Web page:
Second Circuit upholds law against “credit surcharges” that allows “cash discounts”

Expressions Hair Design v. Schneiderman, 803 F. 3d 94 (2d
Cir. 2015)
 
Somehow I missed this when it came out last September! New
York General Business Law § 518 provides that “[n]o seller in any sales
transaction may impose a surcharge on a holder who elects to use a credit card
in lieu of payment by cash, check, or similar means.” The district court
enjoined this law on First Amendment grounds, and the court of appeals
reversed.
 
The background:
merchants pay swipe fees to credit card issuers, 2-3% of a transaction.  Merchants would like to pass these costs on
to consumers using credit and let them know about the charge in order to
convince them to pay cash, so they’d like to impose a “surcharge.”  A discount for cash can also be offered, but
we know behaviorally it’s less effective of a frame.  It’s also plausible that people who were
deterred from using credit cards would buy less (since we find it harder to
spend cash than to use credit), thus dampening retail sales.  (Though presumably the merchants who want to
“surcharge” will take that into account for themselves.)  Proponents of bans on surcharges also argue
that they “tend to exceed the amount necessary for the seller to recoup its
swipe fees, meaning that sellers will effectively be able to extract windfall
profits from credit-card users.”  By contrast,
cash discounts won’t be set higher than the marginal cost of credit.  (Citing my
colleague Adam Levitin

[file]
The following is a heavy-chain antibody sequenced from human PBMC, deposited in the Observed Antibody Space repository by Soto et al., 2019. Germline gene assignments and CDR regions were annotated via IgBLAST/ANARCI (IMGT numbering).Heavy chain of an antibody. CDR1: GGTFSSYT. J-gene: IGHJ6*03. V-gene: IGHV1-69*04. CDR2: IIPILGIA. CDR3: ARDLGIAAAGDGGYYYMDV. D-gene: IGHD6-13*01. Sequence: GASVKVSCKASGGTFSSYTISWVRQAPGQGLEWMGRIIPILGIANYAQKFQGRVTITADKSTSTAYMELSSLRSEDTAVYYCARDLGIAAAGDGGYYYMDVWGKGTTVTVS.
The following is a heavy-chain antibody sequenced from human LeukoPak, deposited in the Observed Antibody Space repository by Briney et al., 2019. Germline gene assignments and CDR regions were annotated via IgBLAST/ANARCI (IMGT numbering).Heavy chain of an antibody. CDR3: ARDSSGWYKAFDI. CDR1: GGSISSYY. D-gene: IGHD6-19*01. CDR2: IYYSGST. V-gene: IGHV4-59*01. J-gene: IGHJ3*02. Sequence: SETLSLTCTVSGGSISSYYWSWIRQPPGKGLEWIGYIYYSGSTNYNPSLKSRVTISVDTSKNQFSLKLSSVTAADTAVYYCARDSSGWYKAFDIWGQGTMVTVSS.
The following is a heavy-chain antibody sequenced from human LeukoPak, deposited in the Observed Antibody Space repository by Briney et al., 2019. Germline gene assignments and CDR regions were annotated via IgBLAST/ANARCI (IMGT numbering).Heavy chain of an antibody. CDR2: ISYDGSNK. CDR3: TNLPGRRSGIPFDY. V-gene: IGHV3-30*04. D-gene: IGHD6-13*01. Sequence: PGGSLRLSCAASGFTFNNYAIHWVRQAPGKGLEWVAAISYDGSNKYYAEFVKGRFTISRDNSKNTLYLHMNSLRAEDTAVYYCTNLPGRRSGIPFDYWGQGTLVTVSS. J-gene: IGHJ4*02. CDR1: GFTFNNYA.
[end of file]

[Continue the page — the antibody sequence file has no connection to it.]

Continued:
and spelling his name correctly this time!) Plus,
because credit-card surcharges (unlike cash discounts) offer a means of increasing customers’ bills, “dishonest
sellers may attempt to profit at their customers’ expense by imposing
surcharges surreptitiously at the point of sale.”
 
Federal law used to ban surcharges; when that law expired in
1984, eleven states, including New York, enacted their own no-surcharge
rules.  The law wasn’t very significant
for a while because of no-surcharge contracts imposed by credit card issuers,
but now those aren’t in effect any more because of antitrust law, and the NY AG
went after a few sellers for imposing “surcharges” to listed prices.
 
Plaintiff Expressions alleged that its current policy is to
charge two different prices, one for credit-card customers and one for cash
customers. But it was concerned that describing this difference as a “surcharge,”
or “say[ing] that credit is ‘extra’ or ‘more,’” might violate § 518.
Expressions would like to charge credit-card customers 3% more than cash
customers, and to display a sign that “characterize[s] the price difference as